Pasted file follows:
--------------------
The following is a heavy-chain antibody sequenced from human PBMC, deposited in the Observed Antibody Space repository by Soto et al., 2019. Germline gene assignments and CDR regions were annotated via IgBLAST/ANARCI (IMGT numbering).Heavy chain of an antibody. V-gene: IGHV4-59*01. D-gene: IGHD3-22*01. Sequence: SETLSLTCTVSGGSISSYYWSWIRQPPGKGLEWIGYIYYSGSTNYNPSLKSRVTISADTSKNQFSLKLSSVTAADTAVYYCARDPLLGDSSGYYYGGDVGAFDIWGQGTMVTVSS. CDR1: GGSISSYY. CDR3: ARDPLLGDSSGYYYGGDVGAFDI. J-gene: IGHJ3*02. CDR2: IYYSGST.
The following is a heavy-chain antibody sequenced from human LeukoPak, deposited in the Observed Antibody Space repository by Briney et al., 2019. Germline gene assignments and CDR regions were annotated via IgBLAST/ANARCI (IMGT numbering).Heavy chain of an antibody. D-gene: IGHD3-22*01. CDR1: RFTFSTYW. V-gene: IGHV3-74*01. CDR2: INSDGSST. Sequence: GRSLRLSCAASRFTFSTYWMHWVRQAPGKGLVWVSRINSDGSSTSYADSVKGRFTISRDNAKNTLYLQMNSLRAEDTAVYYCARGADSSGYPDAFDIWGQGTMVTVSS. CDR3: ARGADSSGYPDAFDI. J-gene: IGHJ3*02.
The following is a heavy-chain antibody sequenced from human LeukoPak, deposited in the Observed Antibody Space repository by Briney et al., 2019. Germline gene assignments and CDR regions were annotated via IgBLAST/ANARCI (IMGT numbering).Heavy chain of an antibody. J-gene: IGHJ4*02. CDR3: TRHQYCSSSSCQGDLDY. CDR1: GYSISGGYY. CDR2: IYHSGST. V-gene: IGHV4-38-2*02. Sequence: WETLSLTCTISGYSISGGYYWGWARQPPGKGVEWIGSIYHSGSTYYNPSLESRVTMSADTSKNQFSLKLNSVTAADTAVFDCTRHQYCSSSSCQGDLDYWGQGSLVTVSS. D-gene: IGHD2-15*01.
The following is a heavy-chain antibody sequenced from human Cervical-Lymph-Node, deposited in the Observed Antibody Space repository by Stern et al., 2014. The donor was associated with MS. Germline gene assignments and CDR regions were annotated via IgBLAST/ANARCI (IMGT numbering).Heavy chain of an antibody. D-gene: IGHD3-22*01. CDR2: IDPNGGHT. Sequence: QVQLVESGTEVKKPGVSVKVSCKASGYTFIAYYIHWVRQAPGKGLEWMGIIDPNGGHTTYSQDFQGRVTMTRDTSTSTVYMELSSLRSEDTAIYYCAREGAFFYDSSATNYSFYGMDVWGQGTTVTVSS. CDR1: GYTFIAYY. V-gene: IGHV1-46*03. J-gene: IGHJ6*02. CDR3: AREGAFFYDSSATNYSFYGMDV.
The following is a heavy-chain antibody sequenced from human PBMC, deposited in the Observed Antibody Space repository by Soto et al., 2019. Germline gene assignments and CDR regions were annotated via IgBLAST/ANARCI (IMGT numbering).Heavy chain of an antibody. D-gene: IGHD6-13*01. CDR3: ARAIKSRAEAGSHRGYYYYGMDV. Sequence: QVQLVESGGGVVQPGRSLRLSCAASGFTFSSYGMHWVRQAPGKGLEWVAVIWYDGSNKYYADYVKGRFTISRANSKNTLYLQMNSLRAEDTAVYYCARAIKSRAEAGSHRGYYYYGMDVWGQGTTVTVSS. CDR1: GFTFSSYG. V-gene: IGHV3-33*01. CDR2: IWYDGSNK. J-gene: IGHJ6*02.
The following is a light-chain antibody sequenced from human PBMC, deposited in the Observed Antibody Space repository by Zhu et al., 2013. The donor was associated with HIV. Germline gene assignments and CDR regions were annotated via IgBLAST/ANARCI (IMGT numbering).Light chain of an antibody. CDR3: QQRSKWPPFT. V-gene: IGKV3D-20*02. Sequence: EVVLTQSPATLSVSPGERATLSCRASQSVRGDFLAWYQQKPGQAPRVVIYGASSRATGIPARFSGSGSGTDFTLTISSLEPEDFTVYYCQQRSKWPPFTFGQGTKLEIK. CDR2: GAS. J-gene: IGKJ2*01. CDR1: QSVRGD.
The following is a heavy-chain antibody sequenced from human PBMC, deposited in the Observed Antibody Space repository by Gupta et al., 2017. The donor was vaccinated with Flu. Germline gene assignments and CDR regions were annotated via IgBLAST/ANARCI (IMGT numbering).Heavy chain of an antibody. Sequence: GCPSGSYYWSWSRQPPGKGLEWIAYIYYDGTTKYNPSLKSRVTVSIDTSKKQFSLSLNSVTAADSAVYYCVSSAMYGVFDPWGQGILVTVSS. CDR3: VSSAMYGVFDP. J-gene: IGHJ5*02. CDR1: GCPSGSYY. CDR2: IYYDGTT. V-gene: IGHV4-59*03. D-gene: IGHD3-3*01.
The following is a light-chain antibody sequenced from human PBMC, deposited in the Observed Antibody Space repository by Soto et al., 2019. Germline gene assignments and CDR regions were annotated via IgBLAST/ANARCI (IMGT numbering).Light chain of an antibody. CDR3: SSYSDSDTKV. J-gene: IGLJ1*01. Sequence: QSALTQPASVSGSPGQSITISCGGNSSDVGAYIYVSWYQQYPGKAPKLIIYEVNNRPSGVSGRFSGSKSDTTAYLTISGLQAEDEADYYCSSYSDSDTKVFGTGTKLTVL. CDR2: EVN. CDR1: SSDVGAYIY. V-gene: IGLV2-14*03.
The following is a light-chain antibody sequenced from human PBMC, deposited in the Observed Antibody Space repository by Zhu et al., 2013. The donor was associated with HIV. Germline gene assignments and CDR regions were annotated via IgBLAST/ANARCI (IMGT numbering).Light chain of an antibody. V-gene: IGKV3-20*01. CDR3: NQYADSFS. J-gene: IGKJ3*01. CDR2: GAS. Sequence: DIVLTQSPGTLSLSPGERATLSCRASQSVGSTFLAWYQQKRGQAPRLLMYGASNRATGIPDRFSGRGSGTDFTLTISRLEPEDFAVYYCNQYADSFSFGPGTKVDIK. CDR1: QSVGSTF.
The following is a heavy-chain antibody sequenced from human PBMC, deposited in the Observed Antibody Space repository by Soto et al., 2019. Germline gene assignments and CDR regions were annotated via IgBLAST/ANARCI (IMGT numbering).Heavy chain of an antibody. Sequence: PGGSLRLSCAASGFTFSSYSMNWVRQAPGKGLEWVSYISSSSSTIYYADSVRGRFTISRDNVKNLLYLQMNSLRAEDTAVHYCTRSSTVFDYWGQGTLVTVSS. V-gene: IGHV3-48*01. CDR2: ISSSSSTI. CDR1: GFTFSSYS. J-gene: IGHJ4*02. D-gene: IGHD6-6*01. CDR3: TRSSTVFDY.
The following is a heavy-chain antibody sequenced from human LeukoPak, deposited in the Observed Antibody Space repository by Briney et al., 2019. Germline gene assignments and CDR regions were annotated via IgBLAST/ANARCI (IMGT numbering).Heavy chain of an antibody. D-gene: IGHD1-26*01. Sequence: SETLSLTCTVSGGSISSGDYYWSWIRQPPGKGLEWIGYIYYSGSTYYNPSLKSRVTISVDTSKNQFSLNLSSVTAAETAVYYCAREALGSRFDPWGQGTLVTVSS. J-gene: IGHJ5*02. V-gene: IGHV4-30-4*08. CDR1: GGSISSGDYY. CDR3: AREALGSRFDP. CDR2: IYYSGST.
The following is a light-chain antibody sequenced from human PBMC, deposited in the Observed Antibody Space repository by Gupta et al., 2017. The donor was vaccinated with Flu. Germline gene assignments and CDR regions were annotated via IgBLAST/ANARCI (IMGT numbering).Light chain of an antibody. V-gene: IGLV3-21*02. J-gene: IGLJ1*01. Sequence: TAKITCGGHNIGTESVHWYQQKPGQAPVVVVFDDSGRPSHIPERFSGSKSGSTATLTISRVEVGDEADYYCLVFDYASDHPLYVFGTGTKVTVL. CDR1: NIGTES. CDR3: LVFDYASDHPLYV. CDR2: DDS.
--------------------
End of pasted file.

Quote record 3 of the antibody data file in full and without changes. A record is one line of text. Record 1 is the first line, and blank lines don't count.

The following is a heavy-chain antibody sequenced from human LeukoPak, deposited in the Observed Antibody Space repository by Briney et al., 2019. Germline gene assignments and CDR regions were annotated via IgBLAST/ANARCI (IMGT numbering).Heavy chain of an antibody. J-gene: IGHJ4*02. CDR3: TRHQYCSSSSCQGDLDY. CDR1: GYSISGGYY. CDR2: IYHSGST. V-gene: IGHV4-38-2*02. Sequence: WETLSLTCTISGYSISGGYYWGWARQPPGKGVEWIGSIYHSGSTYYNPSLESRVTMSADTSKNQFSLKLNSVTAADTAVFDCTRHQYCSSSSCQGDLDYWGQGSLVTVSS. D-gene: IGHD2-15*01.